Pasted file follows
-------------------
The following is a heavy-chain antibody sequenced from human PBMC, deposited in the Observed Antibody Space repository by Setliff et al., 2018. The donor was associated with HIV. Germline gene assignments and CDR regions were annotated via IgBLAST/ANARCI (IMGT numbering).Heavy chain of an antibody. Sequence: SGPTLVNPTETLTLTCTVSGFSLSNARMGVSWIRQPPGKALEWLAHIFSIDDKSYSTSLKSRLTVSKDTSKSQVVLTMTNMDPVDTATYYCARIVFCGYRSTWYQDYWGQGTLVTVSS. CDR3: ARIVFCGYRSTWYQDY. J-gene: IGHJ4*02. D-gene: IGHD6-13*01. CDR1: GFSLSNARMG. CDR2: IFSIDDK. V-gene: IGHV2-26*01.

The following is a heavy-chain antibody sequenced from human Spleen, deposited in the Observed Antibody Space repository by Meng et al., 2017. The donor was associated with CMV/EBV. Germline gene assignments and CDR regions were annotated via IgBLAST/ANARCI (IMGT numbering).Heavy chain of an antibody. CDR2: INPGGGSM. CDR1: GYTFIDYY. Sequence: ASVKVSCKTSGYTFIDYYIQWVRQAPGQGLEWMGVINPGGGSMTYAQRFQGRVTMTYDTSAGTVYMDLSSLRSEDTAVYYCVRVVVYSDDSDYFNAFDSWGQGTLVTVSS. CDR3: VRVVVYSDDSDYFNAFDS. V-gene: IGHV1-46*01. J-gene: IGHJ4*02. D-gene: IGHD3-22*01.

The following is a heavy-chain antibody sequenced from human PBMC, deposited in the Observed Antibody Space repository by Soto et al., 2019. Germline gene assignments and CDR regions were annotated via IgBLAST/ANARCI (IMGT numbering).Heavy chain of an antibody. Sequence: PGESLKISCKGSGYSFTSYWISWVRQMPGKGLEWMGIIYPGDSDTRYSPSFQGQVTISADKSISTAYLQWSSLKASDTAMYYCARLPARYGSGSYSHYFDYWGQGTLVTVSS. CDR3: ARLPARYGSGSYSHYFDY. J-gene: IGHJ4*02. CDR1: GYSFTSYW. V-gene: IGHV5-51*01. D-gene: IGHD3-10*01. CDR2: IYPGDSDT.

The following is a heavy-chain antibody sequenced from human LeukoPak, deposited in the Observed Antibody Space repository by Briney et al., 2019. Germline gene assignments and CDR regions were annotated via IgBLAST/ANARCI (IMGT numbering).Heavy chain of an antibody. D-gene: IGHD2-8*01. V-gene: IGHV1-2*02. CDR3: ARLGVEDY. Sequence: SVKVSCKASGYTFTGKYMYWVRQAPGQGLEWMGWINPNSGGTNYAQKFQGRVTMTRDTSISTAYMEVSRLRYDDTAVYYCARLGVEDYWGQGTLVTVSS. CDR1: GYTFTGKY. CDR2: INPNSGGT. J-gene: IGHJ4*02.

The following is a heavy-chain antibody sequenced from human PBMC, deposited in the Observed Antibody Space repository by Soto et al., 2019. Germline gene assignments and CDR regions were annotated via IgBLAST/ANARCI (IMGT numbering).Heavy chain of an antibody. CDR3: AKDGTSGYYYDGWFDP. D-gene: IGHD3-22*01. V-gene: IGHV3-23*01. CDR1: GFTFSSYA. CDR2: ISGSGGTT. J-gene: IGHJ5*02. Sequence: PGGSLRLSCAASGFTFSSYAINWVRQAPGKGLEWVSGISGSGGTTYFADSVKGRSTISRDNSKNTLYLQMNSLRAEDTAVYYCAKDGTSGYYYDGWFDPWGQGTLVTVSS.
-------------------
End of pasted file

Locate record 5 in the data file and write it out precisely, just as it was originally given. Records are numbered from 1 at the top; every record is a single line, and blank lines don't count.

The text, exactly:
The following is a heavy-chain antibody sequenced from human PBMC, deposited in the Observed Antibody Space repository by Soto et al., 2019. Germline gene assignments and CDR regions were annotated via IgBLAST/ANARCI (IMGT numbering).Heavy chain of an antibody. CDR3: AKDGTSGYYYDGWFDP. D-gene: IGHD3-22*01. V-gene: IGHV3-23*01. CDR1: GFTFSSYA. CDR2: ISGSGGTT. J-gene: IGHJ5*02. Sequence: PGGSLRLSCAASGFTFSSYAINWVRQAPGKGLEWVSGISGSGGTTYFADSVKGRSTISRDNSKNTLYLQMNSLRAEDTAVYYCAKDGTSGYYYDGWFDPWGQGTLVTVSS.